France addresses painful history of African WWI troops

But off the battlefield, thousands more perished in the numbing cold of European winters or from a range of illnesses that their immune systems were unprepared for.

Mor Ndao, a history professor at the University of Cheikh Anta Diop in the Senegalese capital Dakar, said he believes that France has never “recognised sufficiently the role and importance of the tirailleurs”.

“Their treatment has been unequal compared to their French and European brothers in arms,” he said.

What continues to rankle is the issue of military pensions – which were much lower for African fighters and unadjusted for decades – as well as passports which were often promised but rarely delivered.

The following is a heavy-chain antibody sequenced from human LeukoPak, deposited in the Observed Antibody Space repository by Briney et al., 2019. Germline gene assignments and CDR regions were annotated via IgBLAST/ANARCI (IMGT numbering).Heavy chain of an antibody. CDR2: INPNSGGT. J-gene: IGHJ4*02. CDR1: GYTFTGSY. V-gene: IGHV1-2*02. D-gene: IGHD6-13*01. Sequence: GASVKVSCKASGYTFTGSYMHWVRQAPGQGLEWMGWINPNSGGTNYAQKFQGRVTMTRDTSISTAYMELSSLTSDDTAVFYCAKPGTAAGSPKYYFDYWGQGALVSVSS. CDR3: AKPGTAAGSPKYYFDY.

Yahi from Remembeur thinks that more research in France is needed into the role of colonial troops, and that more should be taught in French schools at a time of rising tensions over race and immigration.

“It’s important for the children and grandchildren of immigrants, but also for French people in general,” she said. “We need to reinvent our national narrative.”

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